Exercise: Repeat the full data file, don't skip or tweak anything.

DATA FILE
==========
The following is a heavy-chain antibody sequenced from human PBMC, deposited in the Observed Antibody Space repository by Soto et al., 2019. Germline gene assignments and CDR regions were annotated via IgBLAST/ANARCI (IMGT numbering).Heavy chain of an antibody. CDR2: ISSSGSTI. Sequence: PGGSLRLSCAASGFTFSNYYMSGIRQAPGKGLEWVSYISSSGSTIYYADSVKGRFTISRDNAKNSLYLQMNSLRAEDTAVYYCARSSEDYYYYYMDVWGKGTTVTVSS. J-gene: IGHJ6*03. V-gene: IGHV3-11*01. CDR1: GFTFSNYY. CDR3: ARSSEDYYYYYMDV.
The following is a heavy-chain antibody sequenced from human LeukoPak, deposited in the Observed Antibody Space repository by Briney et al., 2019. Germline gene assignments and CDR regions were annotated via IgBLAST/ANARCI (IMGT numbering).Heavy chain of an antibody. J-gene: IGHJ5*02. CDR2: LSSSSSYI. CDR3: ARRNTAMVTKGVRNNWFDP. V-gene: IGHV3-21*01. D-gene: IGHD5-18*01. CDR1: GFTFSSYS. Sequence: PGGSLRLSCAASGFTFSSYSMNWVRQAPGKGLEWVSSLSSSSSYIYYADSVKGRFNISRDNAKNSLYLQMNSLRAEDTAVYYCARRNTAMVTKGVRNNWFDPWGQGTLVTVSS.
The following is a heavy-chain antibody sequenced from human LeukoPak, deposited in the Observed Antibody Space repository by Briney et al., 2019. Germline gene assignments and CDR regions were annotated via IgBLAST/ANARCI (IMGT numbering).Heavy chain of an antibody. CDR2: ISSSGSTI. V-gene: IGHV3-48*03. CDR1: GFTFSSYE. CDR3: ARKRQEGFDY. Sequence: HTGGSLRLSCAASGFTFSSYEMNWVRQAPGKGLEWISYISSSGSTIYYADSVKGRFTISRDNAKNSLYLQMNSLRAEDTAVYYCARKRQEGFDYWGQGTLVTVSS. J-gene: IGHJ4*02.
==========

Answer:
The following is a heavy-chain antibody sequenced from human PBMC, deposited in the Observed Antibody Space repository by Soto et al., 2019. Germline gene assignments and CDR regions were annotated via IgBLAST/ANARCI (IMGT numbering).Heavy chain of an antibody. CDR2: ISSSGSTI. Sequence: PGGSLRLSCAASGFTFSNYYMSGIRQAPGKGLEWVSYISSSGSTIYYADSVKGRFTISRDNAKNSLYLQMNSLRAEDTAVYYCARSSEDYYYYYMDVWGKGTTVTVSS. J-gene: IGHJ6*03. V-gene: IGHV3-11*01. CDR1: GFTFSNYY. CDR3: ARSSEDYYYYYMDV.
The following is a heavy-chain antibody sequenced from human LeukoPak, deposited in the Observed Antibody Space repository by Briney et al., 2019. Germline gene assignments and CDR regions were annotated via IgBLAST/ANARCI (IMGT numbering).Heavy chain of an antibody. J-gene: IGHJ5*02. CDR2: LSSSSSYI. CDR3: ARRNTAMVTKGVRNNWFDP. V-gene: IGHV3-21*01. D-gene: IGHD5-18*01. CDR1: GFTFSSYS. Sequence: PGGSLRLSCAASGFTFSSYSMNWVRQAPGKGLEWVSSLSSSSSYIYYADSVKGRFNISRDNAKNSLYLQMNSLRAEDTAVYYCARRNTAMVTKGVRNNWFDPWGQGTLVTVSS.
The following is a heavy-chain antibody sequenced from human LeukoPak, deposited in the Observed Antibody Space repository by Briney et al., 2019. Germline gene assignments and CDR regions were annotated via IgBLAST/ANARCI (IMGT numbering).Heavy chain of an antibody. CDR2: ISSSGSTI. V-gene: IGHV3-48*03. CDR1: GFTFSSYE. CDR3: ARKRQEGFDY. Sequence: HTGGSLRLSCAASGFTFSSYEMNWVRQAPGKGLEWISYISSSGSTIYYADSVKGRFTISRDNAKNSLYLQMNSLRAEDTAVYYCARKRQEGFDYWGQGTLVTVSS. J-gene: IGHJ4*02.